A few years ago, I ordered a new cell phone from Motorola after owning both the Moto X and Moto X 2nd generation for a few years, and was excited to receive a new device with additional accessibility features. Unfortunately, I ended up having to return it almost immediately, as I didn’t realize that there were several sources of strobe and flashing lights on the phone, including settings that could not be turned off or modified. This was a valuable lesson in the importance of checking out a device in-person before ordering it online, and the experience showed me several things to consider when choosing a new phone with photosensitivity and photophobia. Here are features I consider when choosing a new phone as a person with a neurological condition that is exacerbated by strobe and flashing lights.
Phone startup animation
The main reason why I returned the new Motorola device is because whenever the phone would start up, an animation with several rapidly flashing colored screens would play, and this triggered a migraine. Another time I was looking at a different phone at a store and turned it off and back on again to discover the startup animation was a rapidly flashing lighting bolt, which had the potential to trigger another migraine. Since phone startup animations cannot be turned off and phones may sometimes restart without warning, users should check the startup animation for a device before purchasing it or have a trusted person check it.
- Flashing Lights and Photosensitivity in the Classroom
- How To Check Videos For Flashing Light Sensitivities
- How To Write Emergency Medical Information For Android 10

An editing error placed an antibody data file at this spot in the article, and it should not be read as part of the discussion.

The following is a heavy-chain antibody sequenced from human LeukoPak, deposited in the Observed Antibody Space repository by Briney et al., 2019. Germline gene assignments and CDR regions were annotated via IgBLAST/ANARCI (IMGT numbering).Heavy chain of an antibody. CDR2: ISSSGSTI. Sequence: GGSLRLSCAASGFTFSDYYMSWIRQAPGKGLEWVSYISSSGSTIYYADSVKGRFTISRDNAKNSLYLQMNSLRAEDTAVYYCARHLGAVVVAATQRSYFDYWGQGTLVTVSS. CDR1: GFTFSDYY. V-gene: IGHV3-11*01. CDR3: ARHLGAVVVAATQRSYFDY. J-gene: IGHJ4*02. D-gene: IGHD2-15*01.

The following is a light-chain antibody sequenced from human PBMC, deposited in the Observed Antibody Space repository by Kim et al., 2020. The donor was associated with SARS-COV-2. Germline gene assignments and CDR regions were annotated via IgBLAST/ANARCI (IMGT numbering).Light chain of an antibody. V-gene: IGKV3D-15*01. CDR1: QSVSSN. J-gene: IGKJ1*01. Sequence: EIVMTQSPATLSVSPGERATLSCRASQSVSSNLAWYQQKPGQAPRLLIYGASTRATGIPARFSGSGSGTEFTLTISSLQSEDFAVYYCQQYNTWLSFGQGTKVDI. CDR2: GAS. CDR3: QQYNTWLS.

Some phones will use flashing lights or the flash bulb on a phone for notifications, which can be disorienting for people that are sensitive to bright or flashing lights. This can usually be turned off in the Settings menu, though users who are especially sensitive to bright lights may want to consider covering the flash bulb or other sources of flashing lights on the device with tape or a case.
Keyboard animations/flickering effects
One of my friends reported having difficulty with using a new phone because the keyboard had a flashing light effect whenever they typed something. I use a third-party keyboard app called AIType on my phone, which allows users to turn off key press animations, though the built-in keyboard apps for Android and iOS also support turning off popup animations and other visual settings.
Adding color filters
For users that are sensitive to bright displays or that are colorblind, many smartphones support the use of color filters and automatic brightness adjustments that adapt based on environmental lighting, which is helpful when using a phone in a dark room. I have posts about how to configure color filters for iOS and Android and other accessibility settings linked below.
- How To Make iPad Accessible for Low Vision
- Enabling Temporary Accessibility Settings For iPad
- Low Vision Accessibility Settings For Android Phones
- Android Pie Accessibility For Vision Impairment
Turning off animations and auto-play
In order to avoid strobing videos and gifs, I turn off animations and auto-play so that I don’t get surprised with a flashing animation. This also helps with reducing the effects of vertigo.
DISABLE AUTOPLAY IN IOS
- Open the Settings menu
- Go to the section marked “Accessibility”
- Under the “Vision” section, select “Motion”
- Disable autoplay for video previews
DISABLE AUTOPLAY IN ANDROID
- Open Google Chrome and click the button with three dots
- Select the option for “Site Settings”
- Go to the “Media” section and set Autoplay to be blocked
Social media applications and other smartphone applications may have dedicated Settings menus for turning off auto-play as well- I recommend checking to make sure these are turned on, as some apps do not recognize the global auto-play settings enabled on mobile devices.
Other things I consider when choosing a new phone with photosensitivity
- Screen size- I prefer smaller screen sizes so that I can hold my phone comfortably and not worry about dropping it if I get disoriented
- I look for phone cases that can withstand short drops if I lose my balance or am dealing with the effects of a migraine
- My phone has a built-in voice assistant and can also connect to my Amazon Echo Dot so I can make calls and send texts without having to look at the screen- this is configured within the Alexa app